Hit http://deb.debian.org jessie Release.gpg
Get:2 https://deb.nodesource.com jessie/main Sources [759 B]
Hit http://deb.debian.org jessie Release
Get:3 https://deb.nodesource.com jessie/main amd64 Packages [969 B]
Get:4 http://deb.debian.org jessie-updates/main amd64 Packages [17.8 kB]
Get:5 http://deb.debian.org jessie/main amd64 Packages [9063 kB]
Fetched 9631 kB in 4s (2161 kB/s)
Reading package lists...
Reading package lists...
Building dependency tree...
Reading state information...
The following extra packages will be installed:
  libinotifytools0
The following NEW packages will be installed:
  inotify-tools libinotifytools0
0 upgraded, 2 newly installed, 0 to remove and 3 not upgraded.
Need to get 42.6 kB of archives.
After this operation, 106 kB of additional disk space will be used.
Get:1 http://deb.debian.org/debian/ jessie/main libinotifytools0 amd64 3.14-1+b1 [17.8 kB]
Get:2 http://deb.debian.org/debian/ jessie/main inotify-tools amd64 3.14-1+b1 [24.8 kB]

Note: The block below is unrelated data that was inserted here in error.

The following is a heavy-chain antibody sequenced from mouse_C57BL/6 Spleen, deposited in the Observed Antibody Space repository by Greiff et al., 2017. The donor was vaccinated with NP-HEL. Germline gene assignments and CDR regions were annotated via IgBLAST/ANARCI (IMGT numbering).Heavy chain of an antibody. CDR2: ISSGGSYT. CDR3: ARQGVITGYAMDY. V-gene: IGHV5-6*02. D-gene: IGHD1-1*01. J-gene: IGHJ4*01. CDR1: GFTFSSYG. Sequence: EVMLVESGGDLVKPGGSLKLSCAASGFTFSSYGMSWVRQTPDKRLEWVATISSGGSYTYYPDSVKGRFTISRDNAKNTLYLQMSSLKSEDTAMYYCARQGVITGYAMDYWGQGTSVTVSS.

debconf: delaying package configuration, since apt-utils is not installed
Fetched 42.6 kB in 1s (35.2 kB/s)
Selecting previously unselected package libinotifytools0.
(Reading database ... 26476 files and directories currently installed.)
Preparing to unpack .../libinotifytools0_3.14-1+b1_amd64.deb ...
Unpacking libinotifytools0 (3.14-1+b1) ...
Selecting previously unselected package inotify-tools.
Preparing to unpack .../inotify-tools_3.14-1+b1_amd64.deb ...
Unpacking inotify-tools (3.14-1+b1) ...
Setting up libinotifytools0 (3.14-1+b1) ...
Setting up inotify-tools (3.14-1+b1) ...
Processing triggers for libc-bin (2.19-18+deb8u10) ...
 ---> b90106a2456e
Removing intermediate container 32babb0f97c9
Step 8/8 : WORKDIR /app
 ---> 95b9eddb5f6b
Removing intermediate container bb34d3917207
Successfully built 95b9eddb5f6b

From your terminal, being in our docker/phoenix directory, we tell Docker to do a build using the Dockerfile from this directory:

docker build .

Docker obliges and creates us a new image:

95b9eddb5f6b

We can see this by running:

docker images | grep 95b9eddb5f6b
<none>    <none>  95b9eddb5f6b        About a minute ago   895MB

I've shortened the output here so it fits.

The first <none> means no configured Repository.

The second <node> means no set Tag.

The string 95b9eddb5f6b is as per the built image ID.

About a minute ago is when the image was Created.

And 894MB is unsurprisingly, its size on disk. Which is pretty big.

To get our image up to Docker Hub we need to tag it, and configure the repository: